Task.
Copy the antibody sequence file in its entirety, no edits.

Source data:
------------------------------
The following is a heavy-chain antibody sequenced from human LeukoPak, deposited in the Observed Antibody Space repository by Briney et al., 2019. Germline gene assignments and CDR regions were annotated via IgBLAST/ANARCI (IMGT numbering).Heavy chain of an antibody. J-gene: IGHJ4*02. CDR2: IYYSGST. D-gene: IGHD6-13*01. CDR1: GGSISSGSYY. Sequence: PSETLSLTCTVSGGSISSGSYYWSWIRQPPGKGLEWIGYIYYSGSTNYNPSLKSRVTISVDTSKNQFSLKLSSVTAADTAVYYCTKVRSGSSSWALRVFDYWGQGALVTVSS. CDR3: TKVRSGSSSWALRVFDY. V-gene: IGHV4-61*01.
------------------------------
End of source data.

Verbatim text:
The following is a heavy-chain antibody sequenced from human LeukoPak, deposited in the Observed Antibody Space repository by Briney et al., 2019. Germline gene assignments and CDR regions were annotated via IgBLAST/ANARCI (IMGT numbering).Heavy chain of an antibody. J-gene: IGHJ4*02. CDR2: IYYSGST. D-gene: IGHD6-13*01. CDR1: GGSISSGSYY. Sequence: PSETLSLTCTVSGGSISSGSYYWSWIRQPPGKGLEWIGYIYYSGSTNYNPSLKSRVTISVDTSKNQFSLKLSSVTAADTAVYYCTKVRSGSSSWALRVFDYWGQGALVTVSS. CDR3: TKVRSGSSSWALRVFDY. V-gene: IGHV4-61*01.